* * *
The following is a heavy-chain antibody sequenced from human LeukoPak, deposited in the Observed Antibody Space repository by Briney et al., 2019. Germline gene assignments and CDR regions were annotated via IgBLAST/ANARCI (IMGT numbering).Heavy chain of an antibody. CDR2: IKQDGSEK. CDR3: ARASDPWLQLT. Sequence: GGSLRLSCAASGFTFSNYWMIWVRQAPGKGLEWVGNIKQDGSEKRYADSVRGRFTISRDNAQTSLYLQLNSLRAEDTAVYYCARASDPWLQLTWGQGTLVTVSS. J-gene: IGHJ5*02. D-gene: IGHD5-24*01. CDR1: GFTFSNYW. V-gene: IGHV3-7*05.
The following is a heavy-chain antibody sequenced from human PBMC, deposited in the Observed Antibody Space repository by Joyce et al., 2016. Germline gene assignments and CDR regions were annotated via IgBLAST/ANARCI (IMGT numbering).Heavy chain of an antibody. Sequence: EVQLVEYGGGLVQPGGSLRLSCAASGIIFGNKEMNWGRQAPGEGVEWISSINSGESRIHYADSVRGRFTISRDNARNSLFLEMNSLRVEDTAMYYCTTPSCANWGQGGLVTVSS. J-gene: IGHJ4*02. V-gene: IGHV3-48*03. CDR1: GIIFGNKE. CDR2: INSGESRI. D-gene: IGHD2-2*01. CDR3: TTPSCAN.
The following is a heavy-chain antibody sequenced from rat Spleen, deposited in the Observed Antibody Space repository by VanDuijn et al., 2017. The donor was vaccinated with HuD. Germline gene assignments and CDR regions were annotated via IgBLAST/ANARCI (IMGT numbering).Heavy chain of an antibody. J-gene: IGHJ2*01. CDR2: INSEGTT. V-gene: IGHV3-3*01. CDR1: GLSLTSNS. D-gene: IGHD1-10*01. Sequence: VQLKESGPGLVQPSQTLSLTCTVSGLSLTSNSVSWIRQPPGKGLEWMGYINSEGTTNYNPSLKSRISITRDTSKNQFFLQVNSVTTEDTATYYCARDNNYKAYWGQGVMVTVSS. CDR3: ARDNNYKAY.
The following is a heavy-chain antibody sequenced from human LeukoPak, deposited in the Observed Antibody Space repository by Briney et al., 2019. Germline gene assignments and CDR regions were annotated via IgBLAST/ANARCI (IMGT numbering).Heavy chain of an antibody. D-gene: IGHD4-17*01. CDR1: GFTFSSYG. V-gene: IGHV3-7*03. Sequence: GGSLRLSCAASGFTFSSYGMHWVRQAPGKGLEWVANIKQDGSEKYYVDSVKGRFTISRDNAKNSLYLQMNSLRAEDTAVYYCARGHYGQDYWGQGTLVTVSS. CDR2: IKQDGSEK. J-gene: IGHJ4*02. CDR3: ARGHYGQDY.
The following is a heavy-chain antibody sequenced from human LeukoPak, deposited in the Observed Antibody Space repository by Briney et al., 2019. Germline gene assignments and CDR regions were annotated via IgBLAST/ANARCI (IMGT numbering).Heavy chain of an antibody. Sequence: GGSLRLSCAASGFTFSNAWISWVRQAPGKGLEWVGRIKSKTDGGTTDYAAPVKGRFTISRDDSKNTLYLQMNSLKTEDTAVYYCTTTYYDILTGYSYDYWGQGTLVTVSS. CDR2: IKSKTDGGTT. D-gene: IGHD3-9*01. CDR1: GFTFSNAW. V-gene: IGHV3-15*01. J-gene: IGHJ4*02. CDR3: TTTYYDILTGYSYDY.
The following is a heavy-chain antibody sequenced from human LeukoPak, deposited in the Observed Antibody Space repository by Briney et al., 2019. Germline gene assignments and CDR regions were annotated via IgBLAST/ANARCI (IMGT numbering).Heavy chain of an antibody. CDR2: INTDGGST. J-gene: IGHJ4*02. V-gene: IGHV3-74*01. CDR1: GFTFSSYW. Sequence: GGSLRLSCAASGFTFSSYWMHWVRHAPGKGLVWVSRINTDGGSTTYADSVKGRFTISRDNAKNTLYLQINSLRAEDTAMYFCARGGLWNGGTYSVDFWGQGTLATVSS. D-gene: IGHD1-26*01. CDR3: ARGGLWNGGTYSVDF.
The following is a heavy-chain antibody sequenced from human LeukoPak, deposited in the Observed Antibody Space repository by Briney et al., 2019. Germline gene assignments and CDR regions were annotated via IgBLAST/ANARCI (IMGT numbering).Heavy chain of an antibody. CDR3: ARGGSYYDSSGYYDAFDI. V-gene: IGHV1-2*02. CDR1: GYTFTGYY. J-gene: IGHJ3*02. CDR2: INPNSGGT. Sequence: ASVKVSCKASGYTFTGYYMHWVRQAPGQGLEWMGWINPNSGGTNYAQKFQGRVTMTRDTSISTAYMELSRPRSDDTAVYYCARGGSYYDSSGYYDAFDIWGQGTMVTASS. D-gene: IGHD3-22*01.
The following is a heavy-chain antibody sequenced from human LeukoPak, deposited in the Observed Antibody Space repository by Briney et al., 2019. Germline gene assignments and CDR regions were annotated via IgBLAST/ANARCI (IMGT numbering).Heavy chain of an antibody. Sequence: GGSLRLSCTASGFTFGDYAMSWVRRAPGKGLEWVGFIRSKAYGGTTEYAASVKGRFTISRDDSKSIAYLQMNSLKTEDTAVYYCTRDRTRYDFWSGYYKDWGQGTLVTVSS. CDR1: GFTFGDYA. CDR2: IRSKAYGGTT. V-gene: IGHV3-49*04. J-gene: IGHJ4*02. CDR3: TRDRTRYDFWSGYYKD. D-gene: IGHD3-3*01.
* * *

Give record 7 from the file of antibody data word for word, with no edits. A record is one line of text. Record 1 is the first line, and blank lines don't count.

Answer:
The following is a heavy-chain antibody sequenced from human LeukoPak, deposited in the Observed Antibody Space repository by Briney et al., 2019. Germline gene assignments and CDR regions were annotated via IgBLAST/ANARCI (IMGT numbering).Heavy chain of an antibody. CDR3: ARGGSYYDSSGYYDAFDI. V-gene: IGHV1-2*02. CDR1: GYTFTGYY. J-gene: IGHJ3*02. CDR2: INPNSGGT. Sequence: ASVKVSCKASGYTFTGYYMHWVRQAPGQGLEWMGWINPNSGGTNYAQKFQGRVTMTRDTSISTAYMELSRPRSDDTAVYYCARGGSYYDSSGYYDAFDIWGQGTMVTASS. D-gene: IGHD3-22*01.